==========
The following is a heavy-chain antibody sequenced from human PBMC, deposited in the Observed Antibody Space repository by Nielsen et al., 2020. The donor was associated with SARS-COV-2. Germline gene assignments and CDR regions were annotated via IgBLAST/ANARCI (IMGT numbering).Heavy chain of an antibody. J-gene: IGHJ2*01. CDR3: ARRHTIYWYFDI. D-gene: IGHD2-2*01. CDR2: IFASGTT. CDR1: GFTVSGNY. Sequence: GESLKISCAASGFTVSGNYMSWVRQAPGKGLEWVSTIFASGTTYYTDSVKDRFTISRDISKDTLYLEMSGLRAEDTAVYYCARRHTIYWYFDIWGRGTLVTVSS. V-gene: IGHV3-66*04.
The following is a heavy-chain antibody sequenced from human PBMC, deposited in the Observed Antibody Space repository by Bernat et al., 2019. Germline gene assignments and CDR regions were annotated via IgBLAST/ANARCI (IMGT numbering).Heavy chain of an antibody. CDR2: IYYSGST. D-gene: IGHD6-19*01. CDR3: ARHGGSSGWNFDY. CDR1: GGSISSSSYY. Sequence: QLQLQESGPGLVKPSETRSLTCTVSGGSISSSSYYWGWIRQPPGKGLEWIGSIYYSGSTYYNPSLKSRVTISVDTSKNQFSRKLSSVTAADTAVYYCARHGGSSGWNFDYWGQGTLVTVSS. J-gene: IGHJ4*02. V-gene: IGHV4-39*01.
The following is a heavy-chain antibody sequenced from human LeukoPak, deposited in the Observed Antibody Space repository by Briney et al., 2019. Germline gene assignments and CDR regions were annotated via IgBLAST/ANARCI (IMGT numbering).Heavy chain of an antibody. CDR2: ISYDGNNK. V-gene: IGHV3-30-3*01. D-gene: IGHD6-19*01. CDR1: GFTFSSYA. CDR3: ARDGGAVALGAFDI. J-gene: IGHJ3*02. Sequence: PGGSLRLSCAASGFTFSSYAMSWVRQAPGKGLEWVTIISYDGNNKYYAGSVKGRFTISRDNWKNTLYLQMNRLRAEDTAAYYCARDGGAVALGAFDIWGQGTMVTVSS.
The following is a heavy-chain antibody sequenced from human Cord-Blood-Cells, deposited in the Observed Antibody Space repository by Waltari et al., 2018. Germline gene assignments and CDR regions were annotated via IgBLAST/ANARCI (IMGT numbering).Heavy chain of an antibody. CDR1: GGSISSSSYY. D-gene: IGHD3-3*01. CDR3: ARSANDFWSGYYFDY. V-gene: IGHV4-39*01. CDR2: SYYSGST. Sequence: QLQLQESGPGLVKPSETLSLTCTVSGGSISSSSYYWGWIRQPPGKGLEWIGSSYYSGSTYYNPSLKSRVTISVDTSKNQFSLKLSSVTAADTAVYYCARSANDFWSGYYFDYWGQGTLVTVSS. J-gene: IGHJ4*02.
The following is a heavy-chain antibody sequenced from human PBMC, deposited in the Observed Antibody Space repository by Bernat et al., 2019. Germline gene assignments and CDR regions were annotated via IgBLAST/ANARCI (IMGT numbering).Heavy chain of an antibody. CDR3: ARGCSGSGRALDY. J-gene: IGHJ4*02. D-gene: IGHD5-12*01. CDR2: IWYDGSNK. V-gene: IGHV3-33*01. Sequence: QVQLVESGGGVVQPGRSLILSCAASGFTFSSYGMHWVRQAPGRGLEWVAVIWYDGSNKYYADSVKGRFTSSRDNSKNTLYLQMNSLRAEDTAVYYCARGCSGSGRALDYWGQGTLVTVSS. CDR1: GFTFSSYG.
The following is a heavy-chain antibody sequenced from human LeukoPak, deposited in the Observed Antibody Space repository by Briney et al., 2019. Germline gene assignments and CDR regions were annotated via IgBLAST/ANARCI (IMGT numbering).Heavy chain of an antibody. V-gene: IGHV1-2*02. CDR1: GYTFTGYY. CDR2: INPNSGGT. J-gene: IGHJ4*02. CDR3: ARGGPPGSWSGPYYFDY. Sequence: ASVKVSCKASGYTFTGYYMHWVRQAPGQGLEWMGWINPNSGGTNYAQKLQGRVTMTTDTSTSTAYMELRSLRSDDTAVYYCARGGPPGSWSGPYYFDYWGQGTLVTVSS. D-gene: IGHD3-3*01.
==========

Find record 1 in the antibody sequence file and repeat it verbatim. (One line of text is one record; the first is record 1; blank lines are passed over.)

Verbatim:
The following is a heavy-chain antibody sequenced from human PBMC, deposited in the Observed Antibody Space repository by Nielsen et al., 2020. The donor was associated with SARS-COV-2. Germline gene assignments and CDR regions were annotated via IgBLAST/ANARCI (IMGT numbering).Heavy chain of an antibody. J-gene: IGHJ2*01. CDR3: ARRHTIYWYFDI. D-gene: IGHD2-2*01. CDR2: IFASGTT. CDR1: GFTVSGNY. Sequence: GESLKISCAASGFTVSGNYMSWVRQAPGKGLEWVSTIFASGTTYYTDSVKDRFTISRDISKDTLYLEMSGLRAEDTAVYYCARRHTIYWYFDIWGRGTLVTVSS. V-gene: IGHV3-66*04.